On March 28, 2023, the martial arts community at large, and the Brazilian Jiu Jitsu community specifically, was rocked by a $46,475,112 verdict handed down in a San Diego, California Superior Courtroom. The plaintiff, Jack Greener, a student of Del Mar Jiu Jitsu Club in San Diego, filed suit after he suffered catastrophic injuries in a November 29, 2018 incident during a sparring session (referred to by the Brazilian Jiu Jitsu community as a “roll” or “rolling”). The injury occurred while rolling with one of the gym’s instructors while training at what is known as an “open mat,” which is an unstructured block of time (usually weekly) where individuals are free to spar or practice techniques as they please. During this particular rolling session, Greener suffered a serious injury to his neck, which left him temporarily paralyzed from the neck down. Greener sued three defendants: Michael Phelps d.b.a. Del Mar Jiu Jitsu Club, M. Phelps, Inc., and the instructor, Francisco Iturralde (the “defendants”). After trial, the jury found that he did not assume the risk of the harm that he ultimately suffered. This verdict has drawn considerable attention to the martial arts community, creating serious concern that this lawsuit has illuminated previously-unexplored liability issues, increasing the risk of litigation arising from martial arts injuries.
Overview of Case
Greener filed his lawsuit in 2020, alleging that the defendants committed negligence and gross negligence. He had five core theories of liability: (1) his instructor locked Greener into an “extremely vulnerable position”; (2) he drove all of his weight into Greener’s neck; (3) the technique was alleged to be the single-most dangerous technique to take an opponent’s back; (4) there were many safer alternatives to take the back; and (5) this specific technique increased the risk of injury to Greener over and above the usual risk inherent to Brazilian Jiu Jitsu.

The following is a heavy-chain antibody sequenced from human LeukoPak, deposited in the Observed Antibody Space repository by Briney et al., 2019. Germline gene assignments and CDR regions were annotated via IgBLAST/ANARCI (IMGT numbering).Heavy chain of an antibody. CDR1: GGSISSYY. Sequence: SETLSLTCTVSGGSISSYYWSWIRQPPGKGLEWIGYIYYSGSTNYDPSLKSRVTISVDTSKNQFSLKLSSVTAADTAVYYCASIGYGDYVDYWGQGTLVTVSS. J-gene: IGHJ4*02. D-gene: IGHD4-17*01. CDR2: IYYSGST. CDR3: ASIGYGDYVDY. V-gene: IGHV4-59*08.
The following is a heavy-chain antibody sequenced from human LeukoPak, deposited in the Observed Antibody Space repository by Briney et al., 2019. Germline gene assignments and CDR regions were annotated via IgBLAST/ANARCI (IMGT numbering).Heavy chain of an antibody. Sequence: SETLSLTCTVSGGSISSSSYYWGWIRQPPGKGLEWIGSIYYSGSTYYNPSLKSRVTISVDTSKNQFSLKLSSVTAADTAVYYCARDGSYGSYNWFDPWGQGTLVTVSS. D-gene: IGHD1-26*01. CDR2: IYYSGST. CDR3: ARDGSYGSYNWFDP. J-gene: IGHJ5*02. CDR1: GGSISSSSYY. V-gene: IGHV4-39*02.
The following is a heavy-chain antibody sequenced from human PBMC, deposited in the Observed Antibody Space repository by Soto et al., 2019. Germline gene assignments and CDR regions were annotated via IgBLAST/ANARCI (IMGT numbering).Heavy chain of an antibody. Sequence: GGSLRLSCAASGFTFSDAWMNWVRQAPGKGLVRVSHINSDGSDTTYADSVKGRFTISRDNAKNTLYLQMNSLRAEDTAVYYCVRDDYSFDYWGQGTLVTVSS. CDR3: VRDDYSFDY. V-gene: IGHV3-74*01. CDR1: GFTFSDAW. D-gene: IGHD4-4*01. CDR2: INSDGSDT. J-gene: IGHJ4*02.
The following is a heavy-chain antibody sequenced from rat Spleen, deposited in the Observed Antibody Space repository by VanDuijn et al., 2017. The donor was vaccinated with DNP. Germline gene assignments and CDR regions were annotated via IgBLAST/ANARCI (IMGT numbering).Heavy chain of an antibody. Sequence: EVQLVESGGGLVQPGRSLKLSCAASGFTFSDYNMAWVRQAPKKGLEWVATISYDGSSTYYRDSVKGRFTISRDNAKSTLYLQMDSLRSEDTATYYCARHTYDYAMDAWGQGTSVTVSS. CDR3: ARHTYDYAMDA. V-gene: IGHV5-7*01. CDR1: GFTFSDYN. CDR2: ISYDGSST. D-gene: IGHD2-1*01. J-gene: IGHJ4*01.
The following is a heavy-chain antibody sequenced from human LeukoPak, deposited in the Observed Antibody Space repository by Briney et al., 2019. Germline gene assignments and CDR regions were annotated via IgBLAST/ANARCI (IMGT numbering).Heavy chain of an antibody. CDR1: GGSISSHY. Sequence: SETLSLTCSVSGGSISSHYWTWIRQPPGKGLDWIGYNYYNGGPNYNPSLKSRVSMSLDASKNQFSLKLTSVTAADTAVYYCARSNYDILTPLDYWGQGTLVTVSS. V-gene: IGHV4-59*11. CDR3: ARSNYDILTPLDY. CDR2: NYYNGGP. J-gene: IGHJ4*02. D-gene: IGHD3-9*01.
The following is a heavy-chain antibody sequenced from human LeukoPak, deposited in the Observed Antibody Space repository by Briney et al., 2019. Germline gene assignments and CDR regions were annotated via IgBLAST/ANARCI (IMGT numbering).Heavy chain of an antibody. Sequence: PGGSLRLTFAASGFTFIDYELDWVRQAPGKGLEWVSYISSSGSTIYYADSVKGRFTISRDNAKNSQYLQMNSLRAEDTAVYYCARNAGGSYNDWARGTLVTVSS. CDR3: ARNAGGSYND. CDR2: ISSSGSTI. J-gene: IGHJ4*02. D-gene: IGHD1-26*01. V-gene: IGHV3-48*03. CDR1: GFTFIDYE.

While there are a myriad of techniques in Brazilian Jiu Jitsu designed to choke an opponent or manipulate their joints, the technique at issue is not, in itself, a submission attack—it is not designed to make your opponent “tap out”. The technique’s purpose is to pry open an opponent’s defensive posture from a “hands and knees” position so that the attacking party can gain a more dominant position. For those readers having difficulty following, imagine that the engaging person is “piggy-backing” on the defensive person’s back while the defensive person is knelt on the ground. The engaging person initiates a somersault over the defensive person’s head/shoulder area while maintaining a tight grip on the defensive person’s torso. The force of the somersault causes the defensive person to roll with the engaging person, in such a way that space is created between the defensive person’s elbows and hips, briefly opening a space for the engaging person to reach a more dominant position (back control). This technique is sometimes referred to as the “Leo Vieira back-take” (referred to in this article as the “subject technique”).